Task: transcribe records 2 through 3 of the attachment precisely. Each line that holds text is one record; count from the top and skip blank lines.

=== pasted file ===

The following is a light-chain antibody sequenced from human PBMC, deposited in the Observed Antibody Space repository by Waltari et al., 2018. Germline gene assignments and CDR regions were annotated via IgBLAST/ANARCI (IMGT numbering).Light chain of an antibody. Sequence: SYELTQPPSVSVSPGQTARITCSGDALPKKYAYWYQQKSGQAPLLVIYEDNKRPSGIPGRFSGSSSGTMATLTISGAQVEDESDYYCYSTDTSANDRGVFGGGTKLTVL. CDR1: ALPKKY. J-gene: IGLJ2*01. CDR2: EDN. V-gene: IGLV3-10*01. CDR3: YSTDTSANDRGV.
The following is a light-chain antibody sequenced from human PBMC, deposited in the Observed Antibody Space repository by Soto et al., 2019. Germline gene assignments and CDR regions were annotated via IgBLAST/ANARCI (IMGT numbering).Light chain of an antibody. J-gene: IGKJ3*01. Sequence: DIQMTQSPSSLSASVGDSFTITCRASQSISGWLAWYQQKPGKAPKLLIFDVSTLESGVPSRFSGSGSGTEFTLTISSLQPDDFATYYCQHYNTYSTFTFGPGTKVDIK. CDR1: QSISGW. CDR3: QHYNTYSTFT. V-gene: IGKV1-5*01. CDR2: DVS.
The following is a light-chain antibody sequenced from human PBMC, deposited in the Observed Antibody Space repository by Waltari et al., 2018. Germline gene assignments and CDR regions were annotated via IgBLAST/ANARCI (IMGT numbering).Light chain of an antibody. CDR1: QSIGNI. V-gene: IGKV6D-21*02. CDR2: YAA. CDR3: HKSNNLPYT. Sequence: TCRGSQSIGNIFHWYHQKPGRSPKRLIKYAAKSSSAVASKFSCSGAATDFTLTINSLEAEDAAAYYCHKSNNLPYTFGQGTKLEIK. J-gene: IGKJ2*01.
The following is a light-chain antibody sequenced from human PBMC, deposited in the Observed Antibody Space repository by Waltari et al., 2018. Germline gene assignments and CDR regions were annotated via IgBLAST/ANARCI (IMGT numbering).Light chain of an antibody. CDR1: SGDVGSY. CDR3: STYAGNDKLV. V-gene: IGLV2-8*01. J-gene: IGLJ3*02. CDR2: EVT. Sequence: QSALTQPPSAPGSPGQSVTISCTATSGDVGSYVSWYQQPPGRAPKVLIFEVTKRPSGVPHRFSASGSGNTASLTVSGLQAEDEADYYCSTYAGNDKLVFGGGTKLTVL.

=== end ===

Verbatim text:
The following is a light-chain antibody sequenced from human PBMC, deposited in the Observed Antibody Space repository by Soto et al., 2019. Germline gene assignments and CDR regions were annotated via IgBLAST/ANARCI (IMGT numbering).Light chain of an antibody. J-gene: IGKJ3*01. Sequence: DIQMTQSPSSLSASVGDSFTITCRASQSISGWLAWYQQKPGKAPKLLIFDVSTLESGVPSRFSGSGSGTEFTLTISSLQPDDFATYYCQHYNTYSTFTFGPGTKVDIK. CDR1: QSISGW. CDR3: QHYNTYSTFT. V-gene: IGKV1-5*01. CDR2: DVS.
The following is a light-chain antibody sequenced from human PBMC, deposited in the Observed Antibody Space repository by Waltari et al., 2018. Germline gene assignments and CDR regions were annotated via IgBLAST/ANARCI (IMGT numbering).Light chain of an antibody. CDR1: QSIGNI. V-gene: IGKV6D-21*02. CDR2: YAA. CDR3: HKSNNLPYT. Sequence: TCRGSQSIGNIFHWYHQKPGRSPKRLIKYAAKSSSAVASKFSCSGAATDFTLTINSLEAEDAAAYYCHKSNNLPYTFGQGTKLEIK. J-gene: IGKJ2*01.